Pets get into everything and, like babies, tend to explore the world with their mouths. Make sure they stay safe by checking your home and yard for plants that could cause an emergency vet visit. It's also important to familiarize yourself with what table scraps are OK to share and which to avoid!
If you find yourself wondering, "What human food can my dog not eat?" while trying to resist your pet's begging face, be sure to check before giving in. While you can feed your dog some human food, certain things can actually be very dangerous for pets. We've highlighted some of the most common foods that can be dangerous to animals:
- Alcoholic beverages
- Apple seeds
- Apricot pits
- Cherry pits
- Candy (particularly chocolate—which is toxic to dogs, cats, and ferrets—and any candy containing the toxic sweetener Xylitol)
- Coffee (grounds, beans, and chocolate-covered espresso beans)
- Gum (can cause blockages and sugar-free gums may contain the toxic sweetener Xylitol)
- Hops (used in home beer brewing)
- Macadamia nuts
- Moldy foods
- Mushroom plants
- Mustard seeds
- Onions, onion powder and onion flakes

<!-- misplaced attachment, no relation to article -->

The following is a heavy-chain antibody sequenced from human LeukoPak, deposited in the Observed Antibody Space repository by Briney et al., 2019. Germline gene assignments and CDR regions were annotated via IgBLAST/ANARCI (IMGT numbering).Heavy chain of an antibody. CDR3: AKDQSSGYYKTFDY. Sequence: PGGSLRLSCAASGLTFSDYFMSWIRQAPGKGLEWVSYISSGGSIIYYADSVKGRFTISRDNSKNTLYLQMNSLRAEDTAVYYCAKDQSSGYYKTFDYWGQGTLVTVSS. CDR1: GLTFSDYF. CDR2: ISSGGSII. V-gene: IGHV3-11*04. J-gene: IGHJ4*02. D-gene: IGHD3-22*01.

- Peach pits
- Potato leaves and stems (green parts)
- Rhubarb leaves
- Tea (because it contains caffeine)
- Tomato leaves and stems (green parts)
- Xylitol (artificial sweetener that is toxic to pets)
- Yeast dough
This is not an exhaustive list; any decision to provide your pet with food not specifically intended for animals should be discussed with your pet’s veterinarian or a board certified veterinary nutritionist.
For every animal saved, countless others are still suffering. Create a future where animals no longer have to suffer in puppy mills, testing labs or other heartbreaking situations.
Poisonous plants may cause reactions ranging from mild nausea to death. Certain animal species may have a peculiar vulnerability to a potentially poisonous plant. Cats, for instance, are poisoned by any part of a lily.
If you suspect your pet has ingested a toxic substance, contact your local veterinarian immediately or call the ASPCA’s 24-hour emergency poison hotline at 1-888-426-4435.